The men of #MeToo want to write their way to redemption. They don’t deserve it
Earlier this month, the New York Review of Books, arguably the foremost magazine of ideas in the United States, published a cover story online about Jian Ghomeshi, the Canadian broadcaster who was credibly accused of choking and punching non-consenting women during sexual encounters. Did I say about Ghomeshi? Sorry, the essay was by Ghomeshi. In it, he attributes his firing from the CBC to “allegations [that] circulated online” and were amplified by a “media storm;” admits only to being “demanding on dates” and “pushy when he didn’t get his way” and offers readers a glimpse into how much he has suffered in the four years since he became, as he put it, “one of the bad men.”
The October issue of “Harper’s” also includes a personal essay by a recently disgraced man. In a long and often meandering piece, the award-winning journalist John Hockenberry describes how he has lived in “the darkness of exile” ever since he was accused of touching, kissing and sexually harassing female colleagues. He portrays himself as having had “bad judgment” and making “awkward attempts at courtship,” but insists he hasn’t done anything that “could be construed as criminal or coercive,” certainly not anything that would result in his losing his contract, his reputation or his relationships. The essay ran to 7,000 words.
The decision to give prime space to accused predators may seem puzzling, but it has a lot to teach us about which stories are valued in the culture and which are not. Notably absent from either issue of the New York Review of Books or Harper’s are essays by the women who came forward, sometimes at great professional risk to themselves, to speak about their experiences. Perhaps, if such pieces had been commissioned, readers might have heard that the accusations against Ghomeshi were not made randomly online but were carefully and thoroughly reported by the Toronto Star; that the “several women” he said had accused him, numbered 24; and that he escaped prosecution on one count because he publicly admitted to wrongdoing. (The website CanadaLand ran an extensive fact-check of the piece, for those who may be interested.)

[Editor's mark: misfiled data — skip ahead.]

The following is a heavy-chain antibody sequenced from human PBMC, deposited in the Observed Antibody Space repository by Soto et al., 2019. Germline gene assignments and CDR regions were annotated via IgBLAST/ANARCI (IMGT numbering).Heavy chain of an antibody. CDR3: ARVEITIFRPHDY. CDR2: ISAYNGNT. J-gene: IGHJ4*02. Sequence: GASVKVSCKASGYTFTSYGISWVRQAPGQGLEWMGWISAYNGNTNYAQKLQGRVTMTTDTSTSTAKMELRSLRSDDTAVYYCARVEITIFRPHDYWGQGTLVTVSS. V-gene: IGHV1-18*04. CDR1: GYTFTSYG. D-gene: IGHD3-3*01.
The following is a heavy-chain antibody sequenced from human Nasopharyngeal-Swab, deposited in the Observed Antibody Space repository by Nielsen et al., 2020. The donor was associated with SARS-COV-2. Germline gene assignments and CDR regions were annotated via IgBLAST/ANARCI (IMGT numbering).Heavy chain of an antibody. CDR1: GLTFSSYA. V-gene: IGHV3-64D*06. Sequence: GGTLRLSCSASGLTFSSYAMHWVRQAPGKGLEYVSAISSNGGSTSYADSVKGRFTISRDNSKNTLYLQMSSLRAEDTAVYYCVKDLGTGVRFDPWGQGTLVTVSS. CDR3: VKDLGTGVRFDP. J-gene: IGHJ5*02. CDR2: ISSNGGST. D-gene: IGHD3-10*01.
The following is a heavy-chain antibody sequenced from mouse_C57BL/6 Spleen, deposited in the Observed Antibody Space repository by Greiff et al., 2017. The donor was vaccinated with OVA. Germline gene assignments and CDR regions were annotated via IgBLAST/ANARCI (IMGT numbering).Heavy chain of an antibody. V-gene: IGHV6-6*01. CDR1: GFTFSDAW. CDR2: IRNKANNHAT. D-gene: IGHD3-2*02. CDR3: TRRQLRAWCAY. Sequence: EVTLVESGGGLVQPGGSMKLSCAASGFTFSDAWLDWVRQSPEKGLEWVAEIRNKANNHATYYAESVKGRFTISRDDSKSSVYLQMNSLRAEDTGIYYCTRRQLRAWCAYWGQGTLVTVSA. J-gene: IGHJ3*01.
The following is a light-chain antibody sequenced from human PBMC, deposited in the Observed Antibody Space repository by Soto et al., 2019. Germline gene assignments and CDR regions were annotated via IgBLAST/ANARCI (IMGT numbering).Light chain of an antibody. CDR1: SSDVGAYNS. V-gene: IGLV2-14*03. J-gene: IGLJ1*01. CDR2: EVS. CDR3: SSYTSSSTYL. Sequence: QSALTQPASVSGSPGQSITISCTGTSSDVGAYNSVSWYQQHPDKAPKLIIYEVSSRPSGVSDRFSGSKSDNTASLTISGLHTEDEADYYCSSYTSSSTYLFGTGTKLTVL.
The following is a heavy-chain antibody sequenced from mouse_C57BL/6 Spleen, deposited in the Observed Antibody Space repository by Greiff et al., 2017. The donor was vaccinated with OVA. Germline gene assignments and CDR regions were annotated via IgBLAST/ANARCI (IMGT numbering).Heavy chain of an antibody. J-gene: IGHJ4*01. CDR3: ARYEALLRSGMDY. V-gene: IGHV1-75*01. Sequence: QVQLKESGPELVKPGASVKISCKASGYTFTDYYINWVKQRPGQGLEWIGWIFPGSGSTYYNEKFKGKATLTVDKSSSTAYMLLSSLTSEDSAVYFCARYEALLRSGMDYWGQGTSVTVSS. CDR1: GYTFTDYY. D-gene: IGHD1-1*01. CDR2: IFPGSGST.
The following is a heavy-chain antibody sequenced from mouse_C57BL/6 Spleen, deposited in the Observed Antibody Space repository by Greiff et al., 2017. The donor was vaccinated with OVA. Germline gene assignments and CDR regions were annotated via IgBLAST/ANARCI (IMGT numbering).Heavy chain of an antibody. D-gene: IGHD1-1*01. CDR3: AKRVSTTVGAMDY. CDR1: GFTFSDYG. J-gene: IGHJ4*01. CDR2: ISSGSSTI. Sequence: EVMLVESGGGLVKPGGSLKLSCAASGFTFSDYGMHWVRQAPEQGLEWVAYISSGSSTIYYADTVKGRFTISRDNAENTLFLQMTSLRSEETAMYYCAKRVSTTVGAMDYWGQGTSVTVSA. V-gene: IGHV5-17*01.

One year after the revelations about Harvey Weinstein’s vile behavior sparked new life in Tarana Burke’s #MeToo movement, some of the accused celebrities are seeking a return to public life. The comedian Louis C.K. recently did an unannounced set at the Comedy Cellar in New York; Soon Yi Previn spoke out in defense of her husband Woody Allen (who has been accused by his adopted daughter Dylan Farrow of abuse) in an interview conducted by a family friend; and former “Today” show anchor Matt Lauer is reportedly planning a return to television.
It’s in this context that the recent essays from the points of view of accused predators must be read. Ian Buruma, until recently the editor of the New York Review of Books, told Slate in an interview that Ghomeshi’s perspective “seemed like a story that was worth hearing — not necessarily as a defense of what he may have done. But it is an angle on an issue that is clearly very important and that I felt had not been exposed very much.” He went on, “The exact nature of his behavior — how much consent was involved — I have no idea, nor is it really my concern. My concern is what happens to somebody who has not been found guilty in any criminal sense but who perhaps deserves social opprobrium, but how long should that last, what form it should take.”